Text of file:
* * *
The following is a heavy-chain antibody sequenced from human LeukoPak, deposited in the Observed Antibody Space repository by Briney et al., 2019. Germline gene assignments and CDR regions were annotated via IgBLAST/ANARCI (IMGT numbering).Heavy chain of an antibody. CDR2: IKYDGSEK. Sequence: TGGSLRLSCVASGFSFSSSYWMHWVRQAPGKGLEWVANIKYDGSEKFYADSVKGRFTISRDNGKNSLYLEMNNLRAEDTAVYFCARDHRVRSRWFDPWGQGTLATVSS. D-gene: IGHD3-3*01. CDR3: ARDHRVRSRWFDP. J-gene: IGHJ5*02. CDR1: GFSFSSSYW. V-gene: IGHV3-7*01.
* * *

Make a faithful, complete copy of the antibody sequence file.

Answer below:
The following is a heavy-chain antibody sequenced from human LeukoPak, deposited in the Observed Antibody Space repository by Briney et al., 2019. Germline gene assignments and CDR regions were annotated via IgBLAST/ANARCI (IMGT numbering).Heavy chain of an antibody. CDR2: IKYDGSEK. Sequence: TGGSLRLSCVASGFSFSSSYWMHWVRQAPGKGLEWVANIKYDGSEKFYADSVKGRFTISRDNGKNSLYLEMNNLRAEDTAVYFCARDHRVRSRWFDPWGQGTLATVSS. D-gene: IGHD3-3*01. CDR3: ARDHRVRSRWFDP. J-gene: IGHJ5*02. CDR1: GFSFSSSYW. V-gene: IGHV3-7*01.